Bruce Schneier has written an excellent blog post talking about “backwards thinking” on software security. Using the recent California security review of voting machines as an example (all the machines tested failed — but were conditionally recertified for use by a state official, as long as the easily found flaws were patched), he said that too much security thinking today is:
“If the known security flaws are patched, then the product must be secure. If there are no known security flaws, then the product must be secure.”
No, no, no, no, no. Bruce insists that people developing software have to demonstrate that their system is secure. The burden of proof should be on the developers to show that they designed and built the system properly — not on the testers to demonstrate that the system is hackable.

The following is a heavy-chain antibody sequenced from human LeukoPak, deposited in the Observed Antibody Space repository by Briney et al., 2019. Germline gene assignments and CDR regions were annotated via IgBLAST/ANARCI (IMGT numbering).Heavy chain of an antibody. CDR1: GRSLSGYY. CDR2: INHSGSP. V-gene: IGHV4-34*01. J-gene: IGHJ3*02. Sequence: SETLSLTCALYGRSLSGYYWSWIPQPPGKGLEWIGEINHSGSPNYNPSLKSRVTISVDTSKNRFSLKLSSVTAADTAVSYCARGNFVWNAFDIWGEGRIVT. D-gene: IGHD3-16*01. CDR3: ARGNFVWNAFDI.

The government, including the military, use such forward-thinking security development processes. So do companies who build software for commercial airplanes. We know that good development is possible. Why, oh why, do state and local governments support development efforts (like the voting machines) that use a backwards-thinking, security model?